When investing your hard earned money, the main thing you don’t want is to see it all reduced to nothing a few months or a few years later. The general wisdom is that, the higher the risk, the higher the returns. For a super safe return, you can place your savings into a savings account, with a little planning, some of these earnings can even be tax free. Such is the case of Investment Savings Accounts (ISAs) in the UK, up to a yearly threshold. But what can you expect for a risk-free investment? In these markets, about 1 or 2% a year, barely enough to keep up with inflation.
The next safest investment are probably bonds. Issued by the state or some big companies, bonds are like a loan, and you will get your money back, plus interest, at the end of a term, generally a few years. Because you can’t touch the money, you better not have an emergency, or you stand to lose part or all of the accrued interest. All that trouble for 2-5% a year. But then again, you are almost guaranteed to see your money back.
Then comes stock and shares trading. If you invest regularly, over the long term, you should see a positive return on index funds, which are a mix of several important companies. But you have to be ready to stomach the market’s crisis and dips, and able to wait long enough for the returns to be worth your while. If you invest only in one company, and that company goes south, you stand to lose all your money. And more if you traded on margin. But with a balanced mix of index funds, you should be pretty safe over the course of a decade or two.
Next, I would place real estate investments. A normal return on a property these days is around 5%, with some locations allowing you to get returns in the low double digits. Bye bye passive investments. You will need to find tenants, upkeep the place, charge rent, face vacancies, and more. But in general terms, getting a buy to let mortgage allows you to leverage your downpayment, get the property mostly paid by your tenants, and at the end of the mortgage, keep the full rent to yourself. You also can make a profit by selling the property later on, if your neighborhood went up. Again, this is likely over the course of 20 or 30 years, but not guaranteed in the short term.
Last comes active trading. You can day trade stocks and shares, or foreign currency pairs, and even binary options. Binary options offer you the opportunity to trade over short amounts of time, and if you do your research properly, you can make quite good money out of it. Check out the Banc De Binary blog to learn more about binary options. It goes as follow: you place a bet on a currency pair, or another asset, and define the outcome you think it will have, go up or down, over the course of a set term. If the trade goes your way, your trading platform gives you a profit. If it goes against you, you lose your money. As you can see, the greater the risk, the greater the reward.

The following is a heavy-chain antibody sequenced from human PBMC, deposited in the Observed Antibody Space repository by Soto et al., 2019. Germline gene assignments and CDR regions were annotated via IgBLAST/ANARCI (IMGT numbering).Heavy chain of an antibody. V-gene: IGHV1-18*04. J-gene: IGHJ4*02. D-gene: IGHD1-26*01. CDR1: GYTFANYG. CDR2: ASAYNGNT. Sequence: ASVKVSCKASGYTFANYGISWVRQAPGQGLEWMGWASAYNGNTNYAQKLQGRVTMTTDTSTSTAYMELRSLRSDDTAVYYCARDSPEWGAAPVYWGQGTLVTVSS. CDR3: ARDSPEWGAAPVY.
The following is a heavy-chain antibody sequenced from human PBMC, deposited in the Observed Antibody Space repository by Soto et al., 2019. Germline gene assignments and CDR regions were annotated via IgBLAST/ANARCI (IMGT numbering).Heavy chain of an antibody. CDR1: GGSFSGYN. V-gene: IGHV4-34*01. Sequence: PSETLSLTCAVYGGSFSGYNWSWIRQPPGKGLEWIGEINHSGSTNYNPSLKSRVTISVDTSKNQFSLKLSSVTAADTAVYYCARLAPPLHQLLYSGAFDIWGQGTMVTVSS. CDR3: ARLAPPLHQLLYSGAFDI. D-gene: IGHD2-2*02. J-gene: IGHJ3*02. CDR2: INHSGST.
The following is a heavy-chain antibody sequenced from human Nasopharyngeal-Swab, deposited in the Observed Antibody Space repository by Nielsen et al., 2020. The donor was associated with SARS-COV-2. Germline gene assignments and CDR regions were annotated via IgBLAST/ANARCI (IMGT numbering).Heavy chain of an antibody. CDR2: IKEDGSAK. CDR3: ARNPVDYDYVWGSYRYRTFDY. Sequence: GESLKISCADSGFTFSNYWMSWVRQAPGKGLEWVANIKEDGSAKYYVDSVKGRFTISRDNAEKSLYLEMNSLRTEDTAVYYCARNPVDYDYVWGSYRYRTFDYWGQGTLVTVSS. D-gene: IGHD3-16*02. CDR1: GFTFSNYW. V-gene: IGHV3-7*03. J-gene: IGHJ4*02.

So to be safe, diversify your portfolio across these investments, and don’t put all your eggs in the same basket. Even if you only pick one investment vehicle, try to diversify within it.
Eric Bowlin says
I’d just like to disagree about real estate. It is really not hard at all to find a completely passive real estate investment earning over 10% (that includes the cost of a professional property manager). With a little knowledge, picking the right properties, and managing it yourself, it’s so easy to bump that number over 30%. My WORST real estate investment earns me over 40% most years.
There are so many online real estate sites now you can invest with and most that I see are returning 10+%… I really don’t know why anyone invests in stocks when there is real estate.
I’m still dead scared to invest. I know it’s a great way to really earn some serious money and reach my financial goals faster, but the fact investments are still not as ‘mature’ in my country really scares me. And I haven’t found a way to be able to invest in the US, as a non-US citizen, yet.
Jayson @ Monster Piggy Bank says
Diversification is what I do to lessen the risk. I think everyone can agree with me on this because when you diversify, it feels like you’re in a good situation but be mindful of every place you put your money in.
The risk is really dependent on your familiarity with investing and you’re willing to pu in. Because I am just a beginner, I’d put in less money first, but hopefully it expands as I get by.